He missed six games but performed strongly in his return game against Collingwood – a week after the Hawks faced Jarrod Witts and Gold Coast without a recognised ruckman – and Fremantle before the mid-season bye. Surgery appears inevitable, at some point, but hopefully not until the end of the season.

"We thought it was probably going to be four weeks and it ended up being six, just because they wanted to be very cautious. Sam (Mitchell) was pretty big on taking the time to get it right, missing an extra two (weeks) so I can play the last 10, which was nice to have his backing," Reeves said.

"Yes, absolutely (I was worried). I did a couple of training sessions but it is never the same. The first quarter or so against Collingwood I was probably a little bit tentative but after that you kind of just forget."

Hawthorn ruckman Ned Reeves is helped from the ground against Geelong in R5, 2022. Picture: AFL Photos

Late last year was a time of change at Hawthorn. New coach, new assistants and a new ruckman. But even despite the arrival of Max Lynch from Collingwood, Reeves went from down the depth chart to the top over the summer months.

Ben McEvoy was slated for more time elsewhere this season before the veteran ruckman suffered a neck injury that has limited him to just one appearance in 2022, while Lynch has played only six of the first 14 rounds due to a luckless run on the injury front. Reeves has shown he can not only survive, but thrive, at AFL level.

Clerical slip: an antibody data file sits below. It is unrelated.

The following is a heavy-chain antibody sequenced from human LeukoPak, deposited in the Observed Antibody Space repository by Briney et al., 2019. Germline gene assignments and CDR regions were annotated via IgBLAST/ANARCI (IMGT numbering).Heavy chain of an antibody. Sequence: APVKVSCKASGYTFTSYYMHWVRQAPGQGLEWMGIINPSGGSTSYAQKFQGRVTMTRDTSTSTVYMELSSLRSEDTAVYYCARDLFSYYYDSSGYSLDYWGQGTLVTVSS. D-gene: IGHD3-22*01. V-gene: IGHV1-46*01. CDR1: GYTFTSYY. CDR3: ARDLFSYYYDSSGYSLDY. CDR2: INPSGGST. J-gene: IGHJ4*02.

"It has been really good. I've played against some pretty good ruckmen. I've been pretty proud of how I've held my own most of the time. Paddy Ryder was probably the toughest one so far; I can remember watching him when I was like 10, so I can’t believe he is still going. It was kind of cool to play against him," he said.

"Last year was a bit more like that, where you can’t believe you're playing against some of these guys. I played (Max) Gawn in my third game and he is literally who everyone tells me to be like; he is my idol. That was a little bit weird, but it has quickly become just part of the business."

Ned Reeves and Max Gawn contest the ruck during Hawthorn's and Melbourne's round 18 match at the MCG on July 17, 2021. Picture: AFL Photos

While ruck coach Damian Monkhorst has been helpful in Reeves' development, McEvoy has been the most influential figure in his rise this year. The two-time premiership Hawk has taught him all the tricks of the trade, both on the track and in front of a laptop ahead of each game.

"'Big Boy' (McEvoy) has been amazing, even more so since he's been injured. Most of my vision is done with 'Big Boy' and he has been awesome, really taken me under his wing," he said.

"Because he is undersized, he has had to learn a lot more tricks than I've had to. Just body positions and certain angles where the weak spots are in their centre of gravity and little tricks with positioning and down to strength and aggression. It has really helped me this year."